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Resonance effects in photoemission from TiO2-capped Mo/Si multilayer mirrors for extreme ultraviolet applications

: Faradzhev, N.S.; Yakshinskiy, B.V.; Starodub, E.; Madey, T.E.; Hill, S.B.; Grantham, S.; Lucatorto, T.B.; Yulin, S.; Vescovo, E.; Keister, J.W.


Journal of applied physics 109 (2011), No.8, Art. 083112, 8 pp.
ISSN: 0021-8979
ISSN: 1089-7550
Journal Article
Fraunhofer IOF ()
carbon; film; ion-surface impact; mirror; molybdenum; optical multilayer; photoelectron spectra; silicon; sputter deposition; titanium compounds; ultraviolet lithography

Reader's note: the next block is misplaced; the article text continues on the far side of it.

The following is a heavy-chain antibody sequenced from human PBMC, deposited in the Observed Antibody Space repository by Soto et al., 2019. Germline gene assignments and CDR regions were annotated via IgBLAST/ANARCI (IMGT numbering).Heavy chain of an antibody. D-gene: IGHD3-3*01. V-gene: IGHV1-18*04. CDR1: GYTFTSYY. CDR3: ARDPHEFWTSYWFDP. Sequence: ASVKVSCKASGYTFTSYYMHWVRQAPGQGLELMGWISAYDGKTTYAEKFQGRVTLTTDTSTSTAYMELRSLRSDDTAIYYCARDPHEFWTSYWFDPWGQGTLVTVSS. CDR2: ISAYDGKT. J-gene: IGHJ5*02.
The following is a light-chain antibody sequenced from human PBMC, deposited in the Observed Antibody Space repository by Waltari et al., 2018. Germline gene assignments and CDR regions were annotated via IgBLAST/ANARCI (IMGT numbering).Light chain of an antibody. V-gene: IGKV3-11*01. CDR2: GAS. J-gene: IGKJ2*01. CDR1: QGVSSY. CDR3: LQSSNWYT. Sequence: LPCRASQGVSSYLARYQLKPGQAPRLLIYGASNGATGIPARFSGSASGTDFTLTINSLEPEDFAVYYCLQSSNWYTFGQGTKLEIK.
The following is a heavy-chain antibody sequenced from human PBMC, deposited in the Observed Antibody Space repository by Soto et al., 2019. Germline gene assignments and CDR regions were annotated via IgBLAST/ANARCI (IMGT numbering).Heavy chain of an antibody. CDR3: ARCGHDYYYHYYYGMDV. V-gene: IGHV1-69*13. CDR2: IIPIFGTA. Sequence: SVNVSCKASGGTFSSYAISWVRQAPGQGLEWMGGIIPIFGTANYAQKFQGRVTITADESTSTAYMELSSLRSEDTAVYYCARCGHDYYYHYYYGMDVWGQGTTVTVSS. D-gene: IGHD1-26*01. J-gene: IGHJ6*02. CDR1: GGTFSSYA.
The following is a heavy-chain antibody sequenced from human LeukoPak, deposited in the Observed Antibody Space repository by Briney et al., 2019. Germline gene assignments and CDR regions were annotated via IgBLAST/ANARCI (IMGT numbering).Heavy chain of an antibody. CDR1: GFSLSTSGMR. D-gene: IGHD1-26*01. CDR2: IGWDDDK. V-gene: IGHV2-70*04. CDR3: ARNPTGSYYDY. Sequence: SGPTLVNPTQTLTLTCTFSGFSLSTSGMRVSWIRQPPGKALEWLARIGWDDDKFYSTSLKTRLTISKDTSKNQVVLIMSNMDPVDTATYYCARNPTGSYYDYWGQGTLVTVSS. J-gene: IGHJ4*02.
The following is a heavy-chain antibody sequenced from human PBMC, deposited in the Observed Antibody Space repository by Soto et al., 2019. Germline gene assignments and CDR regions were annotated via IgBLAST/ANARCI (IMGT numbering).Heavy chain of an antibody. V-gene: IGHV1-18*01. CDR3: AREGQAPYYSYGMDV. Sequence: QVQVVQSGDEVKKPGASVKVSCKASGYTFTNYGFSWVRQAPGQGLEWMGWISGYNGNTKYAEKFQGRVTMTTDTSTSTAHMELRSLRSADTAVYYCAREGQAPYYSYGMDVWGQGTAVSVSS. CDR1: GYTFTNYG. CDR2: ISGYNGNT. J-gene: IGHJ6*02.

In the unbaked vacuum systems of extreme ultraviolet (EUV) lithography steppers, oxide formation and carbon growth on Mo/Si multilayer mirrors (MLMs) are competing processes leading to reflectivity loss. A major contribution to this mirror degradation is a series of surface reactions that are thought to be driven in large part by photoemitted electrons. In this paper, we focus on the resonance effects in photoemission from Mo/Si MLMs protected by thin TiO2 cap layers. In the vicinity of the resonant energy of the mirror, the energy flux of the EUV radiation forming standing wave oscillates throughout the multilayer stack. As a result, light absorption followed by the emission of photoelectrons becomes a complex process that varies rapidly with depth and photon energy. The electron emission is characterized as a function of the EUV photon energy, the angle of incidence, and the position of the standing wave with respect to the solid/vacuum interface. In our experiments, the position of the standing wave was controlled both by deliberately varying the thickness of the Si terminating layer (of the Mo/Si stack) and by depositing C films of various thicknesses on the TiO2. The experimental data are compared with model simulations to examine the changes in photoemission yield due to the presence of carbon and to the changes in the position of the standing wave. We find that carbon deposition can have a dramatic impact on the yield and, therefore, on the rates of electron mediated reactions at the surface.